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Estate and Business Planning Legal Blog

Saturday, December 8, 2018

The Truth About Probate

The mere mention of the word “probate” usually conjures up visions of extensive delays and enormous expense in settling the estate of a deceased person.  Seminars promoting living trusts and articles and books written about them are persuasive, and they promote the misconception that probate is an evil to be avoided.  

The truth is that the process of probating a will is quite simple, at least if the decedent is a resident of New York and his or her next of kin are closer than cousins.  It involves the preparation and filing with the Surrogates Court of a probate petition and other documents which are typically prepared by an attorney. While in the past attorneys would charge fees for their services based on a percentage of the value of the estate, most attorneys today properly charge by the hour, based on the amount of work involved.  If the will was properly prepared and it was signed by a competent decedent in the presence of two witnesses and is accompanied by a notarized affidavit of the witnesses, the probate process should be easy and not costly. 

An important factor in determining the time frame in which a will can be probated is the speed at which the Executor begins the process and the time taken by the attorney who is hired to handle the estate.  If they work in a timely and efficient manner, then it should take no more than a few weeks to complete the probate.  Having an attorney thoroughly familiar with and experienced in this area of law is extremely important.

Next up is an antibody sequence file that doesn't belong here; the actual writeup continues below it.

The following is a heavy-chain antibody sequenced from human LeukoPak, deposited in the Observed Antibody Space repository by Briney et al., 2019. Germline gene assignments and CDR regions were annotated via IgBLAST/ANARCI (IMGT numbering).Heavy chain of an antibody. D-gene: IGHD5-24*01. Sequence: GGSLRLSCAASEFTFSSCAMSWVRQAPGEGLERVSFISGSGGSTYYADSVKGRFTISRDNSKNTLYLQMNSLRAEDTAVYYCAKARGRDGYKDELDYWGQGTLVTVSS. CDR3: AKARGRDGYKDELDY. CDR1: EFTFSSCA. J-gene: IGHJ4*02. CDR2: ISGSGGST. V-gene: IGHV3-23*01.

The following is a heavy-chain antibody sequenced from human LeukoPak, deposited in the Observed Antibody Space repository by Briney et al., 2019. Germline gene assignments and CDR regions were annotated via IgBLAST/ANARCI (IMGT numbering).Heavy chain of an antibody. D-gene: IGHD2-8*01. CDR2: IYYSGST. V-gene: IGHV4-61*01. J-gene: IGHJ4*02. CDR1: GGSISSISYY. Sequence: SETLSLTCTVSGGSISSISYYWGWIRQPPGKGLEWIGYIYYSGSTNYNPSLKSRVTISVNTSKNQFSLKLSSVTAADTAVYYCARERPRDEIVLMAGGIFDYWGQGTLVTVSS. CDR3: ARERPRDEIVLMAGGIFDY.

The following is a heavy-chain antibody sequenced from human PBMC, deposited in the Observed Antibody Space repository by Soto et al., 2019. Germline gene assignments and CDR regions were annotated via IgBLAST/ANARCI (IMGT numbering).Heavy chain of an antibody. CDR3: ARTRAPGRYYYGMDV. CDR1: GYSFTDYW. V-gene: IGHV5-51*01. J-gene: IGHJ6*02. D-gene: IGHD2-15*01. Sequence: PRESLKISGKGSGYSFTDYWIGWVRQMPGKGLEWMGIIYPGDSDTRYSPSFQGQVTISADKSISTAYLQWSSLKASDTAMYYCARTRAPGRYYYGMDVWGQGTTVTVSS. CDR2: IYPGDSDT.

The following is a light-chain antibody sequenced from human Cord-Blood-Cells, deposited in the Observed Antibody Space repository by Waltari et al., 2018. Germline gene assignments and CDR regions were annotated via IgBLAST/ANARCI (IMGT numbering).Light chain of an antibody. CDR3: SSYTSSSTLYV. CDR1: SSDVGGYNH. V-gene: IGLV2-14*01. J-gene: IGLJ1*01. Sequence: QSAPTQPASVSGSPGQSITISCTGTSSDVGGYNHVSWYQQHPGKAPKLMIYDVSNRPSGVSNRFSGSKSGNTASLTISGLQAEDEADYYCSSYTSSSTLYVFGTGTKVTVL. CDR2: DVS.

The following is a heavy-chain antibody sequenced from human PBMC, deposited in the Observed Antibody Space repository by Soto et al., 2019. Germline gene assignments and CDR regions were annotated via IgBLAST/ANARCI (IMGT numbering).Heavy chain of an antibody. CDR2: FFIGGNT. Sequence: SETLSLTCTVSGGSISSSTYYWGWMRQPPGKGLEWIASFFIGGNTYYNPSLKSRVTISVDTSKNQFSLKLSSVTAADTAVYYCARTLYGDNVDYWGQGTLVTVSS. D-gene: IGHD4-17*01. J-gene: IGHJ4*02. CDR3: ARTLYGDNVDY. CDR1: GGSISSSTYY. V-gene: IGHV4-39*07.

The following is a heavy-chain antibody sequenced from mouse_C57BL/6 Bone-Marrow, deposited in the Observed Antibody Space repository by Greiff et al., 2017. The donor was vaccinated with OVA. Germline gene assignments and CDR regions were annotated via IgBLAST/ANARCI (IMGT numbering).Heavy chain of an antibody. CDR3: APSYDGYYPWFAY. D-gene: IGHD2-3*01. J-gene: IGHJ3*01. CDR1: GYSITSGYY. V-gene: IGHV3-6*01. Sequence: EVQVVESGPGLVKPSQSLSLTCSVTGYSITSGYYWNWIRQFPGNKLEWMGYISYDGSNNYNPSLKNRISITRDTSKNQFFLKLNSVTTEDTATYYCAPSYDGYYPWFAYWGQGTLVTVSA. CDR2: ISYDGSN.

It is important to note that even if the decedent had a revocable living trust, avoiding the need to probate a will, the assets must still be collected, expenses must be paid, and it also may be necessary for an estate tax return to be prepared and filed. Where the revocable living trust becomes an important part of one’s estate plan is when one resides in the State of Florida or some other state where probate is difficult.  Additionally, if one owns real property in another state, having that property transferred into a revocable trust will avoid the need for a second probate.  Lastly, if one’s next of kin consists solely of cousins or cousins once or twice removed, probate becomes more difficult, and so the revocable living trust may in fact be a better option.

In short, if one is interested in settling an estate quickly, care must be taken in selecting a responsible Executor and experienced attorney who will work efficiently. Of course, proper estate planning conducted prior to death is also essential. 

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